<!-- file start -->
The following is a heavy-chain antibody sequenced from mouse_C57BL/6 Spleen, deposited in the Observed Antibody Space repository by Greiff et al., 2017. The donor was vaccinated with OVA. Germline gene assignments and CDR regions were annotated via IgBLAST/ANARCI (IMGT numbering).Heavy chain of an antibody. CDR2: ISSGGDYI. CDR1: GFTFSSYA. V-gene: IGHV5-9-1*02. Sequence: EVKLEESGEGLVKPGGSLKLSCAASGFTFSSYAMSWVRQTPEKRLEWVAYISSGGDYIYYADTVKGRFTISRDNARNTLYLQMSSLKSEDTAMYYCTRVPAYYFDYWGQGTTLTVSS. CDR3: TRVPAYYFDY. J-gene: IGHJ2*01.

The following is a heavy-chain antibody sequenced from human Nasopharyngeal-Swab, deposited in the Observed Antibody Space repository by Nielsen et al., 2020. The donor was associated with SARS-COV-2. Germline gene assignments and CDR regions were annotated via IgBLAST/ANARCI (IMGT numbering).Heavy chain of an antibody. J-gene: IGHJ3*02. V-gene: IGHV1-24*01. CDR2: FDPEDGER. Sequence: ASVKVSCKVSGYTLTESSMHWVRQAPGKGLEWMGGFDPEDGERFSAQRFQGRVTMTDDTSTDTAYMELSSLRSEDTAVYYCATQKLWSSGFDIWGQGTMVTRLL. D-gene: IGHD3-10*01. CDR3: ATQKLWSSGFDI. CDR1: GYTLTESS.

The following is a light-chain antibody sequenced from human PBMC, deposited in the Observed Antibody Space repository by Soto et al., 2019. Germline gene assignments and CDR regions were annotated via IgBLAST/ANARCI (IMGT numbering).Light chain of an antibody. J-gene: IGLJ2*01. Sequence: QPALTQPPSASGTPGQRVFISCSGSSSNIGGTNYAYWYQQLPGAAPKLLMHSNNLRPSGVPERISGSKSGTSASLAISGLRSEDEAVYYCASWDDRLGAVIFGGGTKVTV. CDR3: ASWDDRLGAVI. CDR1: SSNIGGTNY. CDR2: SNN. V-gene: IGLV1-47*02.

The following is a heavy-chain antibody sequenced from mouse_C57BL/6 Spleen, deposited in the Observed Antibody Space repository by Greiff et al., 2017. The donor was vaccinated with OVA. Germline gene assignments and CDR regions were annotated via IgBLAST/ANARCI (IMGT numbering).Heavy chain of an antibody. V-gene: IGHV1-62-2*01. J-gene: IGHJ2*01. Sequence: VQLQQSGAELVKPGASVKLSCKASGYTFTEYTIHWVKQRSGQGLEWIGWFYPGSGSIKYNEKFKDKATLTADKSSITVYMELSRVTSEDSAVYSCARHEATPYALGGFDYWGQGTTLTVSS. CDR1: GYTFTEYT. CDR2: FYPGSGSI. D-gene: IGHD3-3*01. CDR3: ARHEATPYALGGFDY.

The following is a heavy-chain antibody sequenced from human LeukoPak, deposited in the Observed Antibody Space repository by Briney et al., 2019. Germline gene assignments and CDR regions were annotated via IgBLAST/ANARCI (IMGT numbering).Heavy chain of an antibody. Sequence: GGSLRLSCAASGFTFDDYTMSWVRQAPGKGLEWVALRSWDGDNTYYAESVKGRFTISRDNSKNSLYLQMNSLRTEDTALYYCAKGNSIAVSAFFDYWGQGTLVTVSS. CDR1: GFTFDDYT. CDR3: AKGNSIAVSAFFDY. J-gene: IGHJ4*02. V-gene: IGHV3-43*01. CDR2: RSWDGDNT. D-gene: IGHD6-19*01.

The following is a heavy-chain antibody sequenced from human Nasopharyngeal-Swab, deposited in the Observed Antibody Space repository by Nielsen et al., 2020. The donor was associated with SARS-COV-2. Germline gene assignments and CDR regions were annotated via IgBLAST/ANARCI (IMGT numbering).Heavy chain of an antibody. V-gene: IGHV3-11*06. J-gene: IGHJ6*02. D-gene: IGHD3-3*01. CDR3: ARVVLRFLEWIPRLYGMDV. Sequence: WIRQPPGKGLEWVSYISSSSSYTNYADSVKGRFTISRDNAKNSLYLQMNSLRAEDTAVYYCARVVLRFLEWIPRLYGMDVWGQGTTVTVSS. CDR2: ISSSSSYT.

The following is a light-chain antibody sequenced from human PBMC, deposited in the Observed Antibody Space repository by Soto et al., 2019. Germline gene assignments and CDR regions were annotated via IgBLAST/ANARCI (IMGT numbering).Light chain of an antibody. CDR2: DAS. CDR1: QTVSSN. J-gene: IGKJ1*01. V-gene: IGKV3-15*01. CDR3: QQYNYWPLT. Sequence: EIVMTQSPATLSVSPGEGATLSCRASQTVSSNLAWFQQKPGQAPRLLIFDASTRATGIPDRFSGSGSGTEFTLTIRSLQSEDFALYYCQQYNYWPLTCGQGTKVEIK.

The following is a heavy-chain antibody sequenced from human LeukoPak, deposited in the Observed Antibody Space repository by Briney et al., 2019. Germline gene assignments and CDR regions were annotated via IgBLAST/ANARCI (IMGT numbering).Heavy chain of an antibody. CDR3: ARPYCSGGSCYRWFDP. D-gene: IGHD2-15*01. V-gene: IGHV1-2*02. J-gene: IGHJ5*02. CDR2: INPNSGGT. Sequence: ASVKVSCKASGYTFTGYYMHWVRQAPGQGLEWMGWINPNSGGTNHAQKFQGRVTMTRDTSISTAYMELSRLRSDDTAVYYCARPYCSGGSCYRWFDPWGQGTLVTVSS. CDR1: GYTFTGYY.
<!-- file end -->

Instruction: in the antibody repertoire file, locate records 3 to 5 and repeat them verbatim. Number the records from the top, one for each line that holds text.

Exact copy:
The following is a light-chain antibody sequenced from human PBMC, deposited in the Observed Antibody Space repository by Soto et al., 2019. Germline gene assignments and CDR regions were annotated via IgBLAST/ANARCI (IMGT numbering).Light chain of an antibody. J-gene: IGLJ2*01. Sequence: QPALTQPPSASGTPGQRVFISCSGSSSNIGGTNYAYWYQQLPGAAPKLLMHSNNLRPSGVPERISGSKSGTSASLAISGLRSEDEAVYYCASWDDRLGAVIFGGGTKVTV. CDR3: ASWDDRLGAVI. CDR1: SSNIGGTNY. CDR2: SNN. V-gene: IGLV1-47*02.

The following is a heavy-chain antibody sequenced from mouse_C57BL/6 Spleen, deposited in the Observed Antibody Space repository by Greiff et al., 2017. The donor was vaccinated with OVA. Germline gene assignments and CDR regions were annotated via IgBLAST/ANARCI (IMGT numbering).Heavy chain of an antibody. V-gene: IGHV1-62-2*01. J-gene: IGHJ2*01. Sequence: VQLQQSGAELVKPGASVKLSCKASGYTFTEYTIHWVKQRSGQGLEWIGWFYPGSGSIKYNEKFKDKATLTADKSSITVYMELSRVTSEDSAVYSCARHEATPYALGGFDYWGQGTTLTVSS. CDR1: GYTFTEYT. CDR2: FYPGSGSI. D-gene: IGHD3-3*01. CDR3: ARHEATPYALGGFDY.

The following is a heavy-chain antibody sequenced from human LeukoPak, deposited in the Observed Antibody Space repository by Briney et al., 2019. Germline gene assignments and CDR regions were annotated via IgBLAST/ANARCI (IMGT numbering).Heavy chain of an antibody. Sequence: GGSLRLSCAASGFTFDDYTMSWVRQAPGKGLEWVALRSWDGDNTYYAESVKGRFTISRDNSKNSLYLQMNSLRTEDTALYYCAKGNSIAVSAFFDYWGQGTLVTVSS. CDR1: GFTFDDYT. CDR3: AKGNSIAVSAFFDY. J-gene: IGHJ4*02. V-gene: IGHV3-43*01. CDR2: RSWDGDNT. D-gene: IGHD6-19*01.